BG’s little experience in a mall in Delhi got me thinking. Prejudice shows its ugly face everywhere. One of the most often discussed topic in our country is that divide between the so called South Indians and the so called North Indians. It is such an interesting topic that all those funny comments to articles in Rediff lead there no matter what the issue was originally to start with.
The nucleus of the prejudice, quite obviously lies in the language barrier. The fact that one community cannot understand the other’s language leads to baseless assumptions, ridicule and fantasies. The oldest example I could remember was Mehmood making fun of the south Indian accent, way of life in Padosan. All in good humor.
So, what’s this prejudice? Having lived in both the societies and been in the receiving end of both the forms of partisanship, I believe I understand them both quite well.
The Hindi speaking community looks at South Indians as backward, narrow minded and a disconnected lot of people that at times suggests an alienating behavior in ones own country. Blame it on the language. All said and done, it is indeed a fact that Tamil Nadu at least, where I come from, has been disconnected from rest of India. But it by no means gives an excuse to cultivate such pedestrian opinions about a community that is very much Indian. As soon as you land in a city beyond the four southern states, you are branded a “Madrasi” in your school, you are ridiculed for the way you pronounce thoda. You may argue it is childish and probably a thing for kids, but everything, like charity, begins at home. If a matured twenty something has the audacity to ask a decently dressed woman, “Why are you dressed like that, you look like someone from South India”, it speaks volumes about what that woman has seen and understood of India as a whole.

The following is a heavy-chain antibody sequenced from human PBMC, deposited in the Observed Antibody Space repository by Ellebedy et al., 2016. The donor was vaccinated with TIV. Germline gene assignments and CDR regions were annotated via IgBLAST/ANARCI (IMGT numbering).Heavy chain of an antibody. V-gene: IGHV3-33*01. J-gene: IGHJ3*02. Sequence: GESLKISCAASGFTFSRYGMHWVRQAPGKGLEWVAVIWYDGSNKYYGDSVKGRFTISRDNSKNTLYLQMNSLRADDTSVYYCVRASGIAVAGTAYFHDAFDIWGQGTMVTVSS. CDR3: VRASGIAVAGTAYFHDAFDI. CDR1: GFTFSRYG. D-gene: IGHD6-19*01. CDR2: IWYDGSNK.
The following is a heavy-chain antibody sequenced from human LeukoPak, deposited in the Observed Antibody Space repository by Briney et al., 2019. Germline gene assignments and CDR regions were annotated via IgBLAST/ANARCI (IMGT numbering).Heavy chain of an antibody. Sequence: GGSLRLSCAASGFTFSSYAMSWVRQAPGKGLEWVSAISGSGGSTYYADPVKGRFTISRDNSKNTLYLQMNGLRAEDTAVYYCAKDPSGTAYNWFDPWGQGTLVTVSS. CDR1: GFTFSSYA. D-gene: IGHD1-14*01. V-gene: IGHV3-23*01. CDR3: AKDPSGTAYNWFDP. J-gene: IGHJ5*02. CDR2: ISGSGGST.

The people down south look at Northies as a community that places importance on show, splendor, outlook and all other things considered trivial down under. The people from Bombay and north of it are more exposed to fashion, lavish spending, highly westernized influences in daily life and an undying urge to stand out in the society. The people down south consider themselves to be leap years ahead when it comes to the topic of gray matter and achievements in education and personal lives. They speak better English, are widespread in the fields of engineering and entrepreneurship and are well read individuals. These are some of the factors where south Indians seem to think they are one up compared to the north.
The issue comes down to a debate of priorities and perspectives. It really depends on an individual’s choices and emphasis on what is important to his/her life. It may be a thing of the past but today when people move around, live in other states and countries, together with different communities of India, they realize how wrong they were. It still pains to hear about men and women like the one BG met. They not only need to open their minds, but also take a look at themselves. Maybe wearing Manish Malhotra and sitting inside Cafe Mocha for hours is more important to her than wearing Naidu Hall and flipping through J.K. Rowling and Thomas L. Friedman inside Landmark. The perspectives differ with individuals and not with communities. At least not anymore.
(But trust me, the first and only time I met BG, she was dressed pretty well. Actually, really well!!)
(First published on Desicritics)